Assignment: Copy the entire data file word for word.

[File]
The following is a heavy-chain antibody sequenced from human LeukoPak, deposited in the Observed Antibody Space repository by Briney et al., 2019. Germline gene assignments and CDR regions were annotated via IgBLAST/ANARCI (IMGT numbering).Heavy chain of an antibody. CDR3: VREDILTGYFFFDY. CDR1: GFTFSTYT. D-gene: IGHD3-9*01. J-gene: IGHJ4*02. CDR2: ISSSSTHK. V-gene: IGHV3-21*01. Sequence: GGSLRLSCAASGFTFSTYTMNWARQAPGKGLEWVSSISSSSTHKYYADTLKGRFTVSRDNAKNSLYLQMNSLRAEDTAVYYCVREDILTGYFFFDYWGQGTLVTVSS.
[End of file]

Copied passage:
The following is a heavy-chain antibody sequenced from human LeukoPak, deposited in the Observed Antibody Space repository by Briney et al., 2019. Germline gene assignments and CDR regions were annotated via IgBLAST/ANARCI (IMGT numbering).Heavy chain of an antibody. CDR3: VREDILTGYFFFDY. CDR1: GFTFSTYT. D-gene: IGHD3-9*01. J-gene: IGHJ4*02. CDR2: ISSSSTHK. V-gene: IGHV3-21*01. Sequence: GGSLRLSCAASGFTFSTYTMNWARQAPGKGLEWVSSISSSSTHKYYADTLKGRFTVSRDNAKNSLYLQMNSLRAEDTAVYYCVREDILTGYFFFDYWGQGTLVTVSS.